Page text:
Carr opens this chapter with a description of how our depictions of space change as we age. In childhood we might draw a rudimentary picture to represent our house. In adulthood, we’ve gathered the tools to both make and comprehend complex special maps like blueprints. Vincent Virga, an expert on cartography, explains how the progression of mapmaking skills in human history parallels these stages of cognitive development. Man’s first maps were scratched in the dirt. As time passed, we used tools like the compass and mathematical formulas to make our maps increasingly realistic. Eventually our maps not only could accurately represent space, but ideas in space––for example, a potential battle plan. Advances in cartography not only changed the way we dealt with space but the way we understood space forever. Map technology––in which we reduced reality into a microcosm, making an analogy for space––marked an increased capacity for abstract thinking in humans.
The progression from childhood to adult styles of mapmaking is a representation of human affinity for abstract thought throughout all of history. As we get older, we not only gain the ability to accurately represent space in analogous forms, but also to represent ideas of space in analogous forms. The way concrete mapmaking gave birth to abstract mapmaking reflects a general effect that tools like cartography have on human cognitive abilities.
Clocks, Carr argues, did the same thing for time that maps did for space. The demand for precise time measurement originated in the monastery, where life is regimented and revolved around ritualized prayer. As more and more people started working in factories rather than fields, synchronization became even more important. Clocks became more accurate, smaller, and cheaper––eventually becoming personalized in the form of the wristwatch, advertised as a way to stay productive.
This segment reiterates how a tool has changed our conception of something like space or time from a concrete relationship into an abstract one.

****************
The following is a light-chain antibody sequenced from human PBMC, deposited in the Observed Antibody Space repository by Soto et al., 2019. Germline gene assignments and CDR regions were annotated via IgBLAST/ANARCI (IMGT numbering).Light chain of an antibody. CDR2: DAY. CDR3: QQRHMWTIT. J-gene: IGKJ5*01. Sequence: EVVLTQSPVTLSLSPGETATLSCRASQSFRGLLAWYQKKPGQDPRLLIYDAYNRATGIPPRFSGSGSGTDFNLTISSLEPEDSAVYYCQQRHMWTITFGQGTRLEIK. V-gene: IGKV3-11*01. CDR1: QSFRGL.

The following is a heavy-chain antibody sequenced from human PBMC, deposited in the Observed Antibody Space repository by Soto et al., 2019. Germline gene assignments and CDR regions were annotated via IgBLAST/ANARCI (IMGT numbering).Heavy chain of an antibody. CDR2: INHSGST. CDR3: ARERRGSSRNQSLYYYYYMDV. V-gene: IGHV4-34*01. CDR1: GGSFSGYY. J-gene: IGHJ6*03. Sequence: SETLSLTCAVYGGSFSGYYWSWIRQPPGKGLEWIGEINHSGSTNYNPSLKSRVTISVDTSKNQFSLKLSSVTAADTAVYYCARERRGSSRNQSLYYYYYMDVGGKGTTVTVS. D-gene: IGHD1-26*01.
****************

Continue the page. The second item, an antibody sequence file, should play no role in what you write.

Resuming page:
Like the map, the clock changed our thinking. These tools marked the move from Middle Ages thinking to Enlightenment thinking, in which the goal became to discern patterns beneath the surfaces of life. In other words, where knowledge in the dark ages tended to use surface evidence to jump to mystical conclusions, the new way of the Enlightenment was abstract, always pushing the depths for reasonable, provable patterns. “Independent of the practical concerns that inspired the timekeeping machine’s creation,” writes Carr, “…the clock’s methodical ticking helped bring into being the scientific mind and the scientific man.”
Both the map and the clock heralded a change in our thinking. We exchanged topical, dark-ages mysticism for the Enlightenment’s focus on larger patterns. The takeaway here is that tool-enabled, abstract thinking was the foundation needed for what came next: Scientific man.
Carr places the map and the clock into a category of technology he terms intellectual technology. All technology, Carr argues, was created to expand and extend aspects of humanity. Intellectual technologies, then, are tools that extend our mental powers. One benefit of new intellectual technologies is that they frequently allow the general public to have access to ways of thinking previously only available to the elite. Carr calls this new way of thinking, specific to each technology, the technology’s “intellectual ethic.” To phrase this another way, Carr is saying that each technology rests on a set of assumptions about how the mind works. That set of assumptions is the “intellectual ethic.” Carr finds it strange that inventors rarely pay attention to the intellectual ethics of their inventions, for, he argues, it is the ethic that has the most profound effect on users.
Carr’s point is that the defining characteristic of technologies like the Internet, the map, and the clock is not just that they extend cognitive powers, but that they change the very way we think. Mentioning that the intellectual ethic is often ignored is Carr’s way of implying that there is, again, something uncomfortable for humans in admitting the way our tools change us.
There are different points of view about the extent to which technology influences the course of human history. The determinists take an extreme view, believing humans to be at the whims of technology’s nearly autonomous progress. An extreme determinist mindset can be found in Marshall McCluhan, who wrote that humans were merely the “sex organs of the machine world,” existing only until technology develops the capacity to create itself without us. Instrumentalists like David Sarnoff, on the other hand, take solace in the idea that our tools are neutral. Instrumentalists like Sarnoff believe that intellectual technologies are instruments and that we have total control over how we use them.
Carr turns to two opposing theories about the way technology does or does not affect us to delve into the scope of the discomfort humans feel at the idea that technology can rewire our brains. This segment highlights two extremes to incite readers to evaluate both and try to place themselves on one side.